Maybe, just maybe, our current economic problems may be more structural than just short-term business cycle ones. But, this seems to be about the farthest thing from the minds of the officials in the Federal Reserve or in Washington, D. C. in general.
So, the push for more and more liquidity in the banking system goes on. We are promised that quantitative easing will continue for an indefinite amount of time. The most recent Federal Reserve statistics confirms the continued liquefying of the banking system.
Over the past 13 weeks, the Federal Reserve has added just under $300 billion to bank reserves. Note, that this amount is just about one-third what the whole Federal Reserve balance sheet was in August of 2008 .
The excess reserves in the banking system averaged $1.7 trillion for the two banking weeks ended March 20. This is almost twice what the whole Fed balance sheet was in August 2008! Again, to me, Mr. Bernanke and the Federal Reserve are misinterpreting the situation.
Mr. Bernanke seems to have one desire in running the monetary policy of the Federal Reserve System. His one desire seems to be to throw enough reserves into the banking system so that no future historian of the Great Recession and what followed can accuse him and his Fed of not erring on the side of providing enough liquidity to the banks. He seems to be obsessed with this and as long as the economy continues along its weak path, he will continue to follow his demon.
The problem with an economy that is re-structuring is that it takes time for the re-structuring to occur. In the 1930s and 1940s the U.S. economy was re-structuring. It was moving from a predominately agricultural economy to an industrial economy. No wonder the economy did not recover more quickly in the Great Depression and no wonder it took some massive changes in the industrial base during the Second World War to achieve the re-structuring needed so that the U.S. economy could begin expanding again in the 1950s. An annual growth rate of 3.9 percent from 1950 through 1973 is not too shabby. But, an economy always grows more rapidly in the earlier years of a new era. And, economic growth slows as the era progresses.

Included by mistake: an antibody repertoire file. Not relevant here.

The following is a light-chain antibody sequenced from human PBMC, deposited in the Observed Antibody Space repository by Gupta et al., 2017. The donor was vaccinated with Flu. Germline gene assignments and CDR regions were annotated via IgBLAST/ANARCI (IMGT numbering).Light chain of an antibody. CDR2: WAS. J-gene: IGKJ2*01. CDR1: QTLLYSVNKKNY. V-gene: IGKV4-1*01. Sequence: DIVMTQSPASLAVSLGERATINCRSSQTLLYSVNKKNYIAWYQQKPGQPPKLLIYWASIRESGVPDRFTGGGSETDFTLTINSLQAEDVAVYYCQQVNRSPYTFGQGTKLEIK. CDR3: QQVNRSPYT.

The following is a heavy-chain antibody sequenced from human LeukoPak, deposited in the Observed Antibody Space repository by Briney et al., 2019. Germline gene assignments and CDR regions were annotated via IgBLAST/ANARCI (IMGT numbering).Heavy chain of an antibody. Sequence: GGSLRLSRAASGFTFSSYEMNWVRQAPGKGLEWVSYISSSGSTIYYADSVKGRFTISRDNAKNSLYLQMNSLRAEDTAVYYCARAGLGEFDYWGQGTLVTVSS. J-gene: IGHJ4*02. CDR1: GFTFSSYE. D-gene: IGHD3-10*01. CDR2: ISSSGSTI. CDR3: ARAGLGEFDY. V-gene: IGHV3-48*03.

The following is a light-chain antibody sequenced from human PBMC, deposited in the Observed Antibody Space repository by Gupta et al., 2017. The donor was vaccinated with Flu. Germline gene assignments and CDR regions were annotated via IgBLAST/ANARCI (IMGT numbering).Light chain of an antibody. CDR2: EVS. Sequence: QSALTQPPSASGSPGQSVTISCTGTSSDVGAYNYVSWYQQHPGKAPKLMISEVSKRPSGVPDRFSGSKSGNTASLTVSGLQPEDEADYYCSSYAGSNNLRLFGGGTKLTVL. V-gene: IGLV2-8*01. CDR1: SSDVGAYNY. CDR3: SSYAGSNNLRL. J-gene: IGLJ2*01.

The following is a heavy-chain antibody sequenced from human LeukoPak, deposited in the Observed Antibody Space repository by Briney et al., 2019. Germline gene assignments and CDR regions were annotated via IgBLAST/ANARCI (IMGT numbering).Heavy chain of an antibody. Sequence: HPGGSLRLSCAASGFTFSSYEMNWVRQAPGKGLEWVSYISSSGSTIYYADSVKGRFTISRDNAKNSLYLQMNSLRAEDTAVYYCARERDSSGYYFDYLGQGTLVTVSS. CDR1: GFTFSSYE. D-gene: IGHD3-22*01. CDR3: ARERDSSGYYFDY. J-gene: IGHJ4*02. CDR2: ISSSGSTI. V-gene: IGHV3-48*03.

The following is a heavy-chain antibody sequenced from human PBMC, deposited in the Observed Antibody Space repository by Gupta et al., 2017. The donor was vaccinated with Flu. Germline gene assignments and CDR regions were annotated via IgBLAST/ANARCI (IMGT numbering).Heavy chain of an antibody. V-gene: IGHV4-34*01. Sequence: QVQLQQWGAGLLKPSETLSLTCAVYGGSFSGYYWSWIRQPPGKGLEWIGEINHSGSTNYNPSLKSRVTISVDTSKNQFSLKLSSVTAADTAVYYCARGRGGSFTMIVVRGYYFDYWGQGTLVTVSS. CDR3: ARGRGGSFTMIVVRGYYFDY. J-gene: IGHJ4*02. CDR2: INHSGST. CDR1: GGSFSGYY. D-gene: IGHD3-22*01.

If we are going through such a transition period, and, given the current stance of the monetary authorities, I would argue that there are two ways people are going to make money investing going forward. First, the investor is going to have to determine what it is we are transitioning into. What industries are the emerging areas and which firms within those industries are going to be the leaders in the transition. This I will be writing about more and more going forward.
Second, however, an investor can look for those areas that are going to be most impacted by the Federal Reserve's largesse. These areas I have been writing about over the past six months or so. The game here is to see where Mr. Bernanke's bubbles are going to appear and jump on the bandwagon.
Just remember that you need to get onto the bubble as near the front as you can. Not only do returns go down as the bubble matures, but all bubbles do eventually collapse and you don't want to be around to experience that. If you miss one bubble, don't worry, there are others around.
Mr. Bernanke is very adamant about continuing to supply liquidity to the financial system. In such cases, it is not smart to fight the Fed. In such cases, it is much more profitable to "game the system." In fact, it seems as if you have Mr. Bernanke's approval to do so. A lot of people have benefited from doing so already!